interview with Diane Andreoni
“Hi :)) I am a perpetual student of the arts. When I was young I wanted to have a career as a graphic artist so I got my Commercial Graphic Design degree and a job as an art apprentice for a Chicago Marketing firm. Thirty years later, while working as a Creative Director in marketing and advertising, I went to night school and received my Bachelor of Fine Arts Degree in painting from The School of the Art Institute of Chicago. I am currently studying color theory under the tutelage of Nina Weiss, a local landscape artist, whose work I greatly admire. Along with painting I am also studying yoga. Having practiced it for over ten years, I recently became interested in learning how to teach, and last October earned my 200 hour TT certificate. This month I also became certified to teach yoga to cancer survivors.”
1 – What themes do you play with?

“I am passionate about painting themes that represent personal experiences I’ve had within nature. As a breast cancer survivor, while going through my medical treatments, I became interested in human cells and how they functioned. I spent a lot of time researching what cells look like when they are macro-magnetized and interpreted my findings visually within my artwork. Lately I’ve been exploring how color is used to visually give my paintings depth and contrast. My new technique is featured in my “Chicago Flower Planter” series, and a few of these paintings are on display at Zen.”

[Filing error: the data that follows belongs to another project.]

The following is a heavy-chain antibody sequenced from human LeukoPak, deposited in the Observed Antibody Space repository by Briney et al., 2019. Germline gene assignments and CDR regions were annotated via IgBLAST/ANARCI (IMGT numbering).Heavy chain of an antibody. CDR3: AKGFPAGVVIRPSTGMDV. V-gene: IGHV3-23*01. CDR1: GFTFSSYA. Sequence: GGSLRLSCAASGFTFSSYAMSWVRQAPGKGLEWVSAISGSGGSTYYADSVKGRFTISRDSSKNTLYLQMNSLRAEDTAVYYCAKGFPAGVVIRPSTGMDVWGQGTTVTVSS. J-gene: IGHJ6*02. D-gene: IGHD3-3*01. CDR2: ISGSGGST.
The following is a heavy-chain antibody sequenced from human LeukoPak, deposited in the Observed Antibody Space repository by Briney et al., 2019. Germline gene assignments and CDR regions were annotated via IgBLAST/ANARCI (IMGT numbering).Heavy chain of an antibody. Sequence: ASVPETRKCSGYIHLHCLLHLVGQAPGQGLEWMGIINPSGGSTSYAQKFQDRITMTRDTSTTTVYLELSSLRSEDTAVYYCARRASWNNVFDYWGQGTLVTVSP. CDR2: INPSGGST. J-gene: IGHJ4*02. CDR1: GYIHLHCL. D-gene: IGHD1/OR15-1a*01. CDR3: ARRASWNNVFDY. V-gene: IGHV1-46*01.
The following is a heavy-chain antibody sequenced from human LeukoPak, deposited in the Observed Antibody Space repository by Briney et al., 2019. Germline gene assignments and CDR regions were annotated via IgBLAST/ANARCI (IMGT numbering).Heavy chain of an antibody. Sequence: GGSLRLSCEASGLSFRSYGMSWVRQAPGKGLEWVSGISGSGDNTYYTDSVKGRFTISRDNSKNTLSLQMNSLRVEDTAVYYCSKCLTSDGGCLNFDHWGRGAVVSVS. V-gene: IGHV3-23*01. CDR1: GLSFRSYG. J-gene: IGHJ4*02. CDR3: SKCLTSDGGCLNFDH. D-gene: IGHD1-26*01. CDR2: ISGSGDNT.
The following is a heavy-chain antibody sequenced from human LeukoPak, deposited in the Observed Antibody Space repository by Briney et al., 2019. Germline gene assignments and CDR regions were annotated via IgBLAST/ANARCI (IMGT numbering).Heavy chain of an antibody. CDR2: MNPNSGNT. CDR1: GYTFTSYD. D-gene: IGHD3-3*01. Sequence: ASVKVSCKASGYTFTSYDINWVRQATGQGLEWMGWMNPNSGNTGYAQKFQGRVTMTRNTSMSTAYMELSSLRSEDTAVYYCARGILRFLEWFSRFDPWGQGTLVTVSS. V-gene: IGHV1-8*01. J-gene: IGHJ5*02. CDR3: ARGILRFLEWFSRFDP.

2 – Where do you draw inspiration from?

“I draw inspiration from my life! To do this I take long walks with my dog, Paulo, in the city, on the beach and in the mountains and then I paint what I see using my own photos as my inspiration and for reference. When I was young my mom was our fourth grade class “Art Lady”. One day each week she was our guest speaker and presented famous artists’ bios to my fellow students and me. My favorite artists were (and still are) Toulouse Lautrec, for his quality of line work, and Edgar Degas, for his application of color. During my childhood I drew inspiration from my mom and dad—creative individuals who loved traveling, cooking, and photography.”

3 – Why is art making important to you and/or society?

“For me painting is important because it allows me to get stuff out of my head and onto the canvas. It’s a good stress reducer. I also enjoy the social aspect of painting with other artists because I can get and give feedback to help shape my work. I’ve tried to paint solo but felt too isolated.”  

4 – What is your favorite art piece and why?

“My favorite painting is of my dog, Paulo. Seeing him in that sleepy pose on that big blue chair brings a smile to my face. I developed his organic form using lively painting strokes and a colorful coat of hair; and I chose to leave the background flat and graphic using solid colors and simple patterns so Paulo would be the focal point.”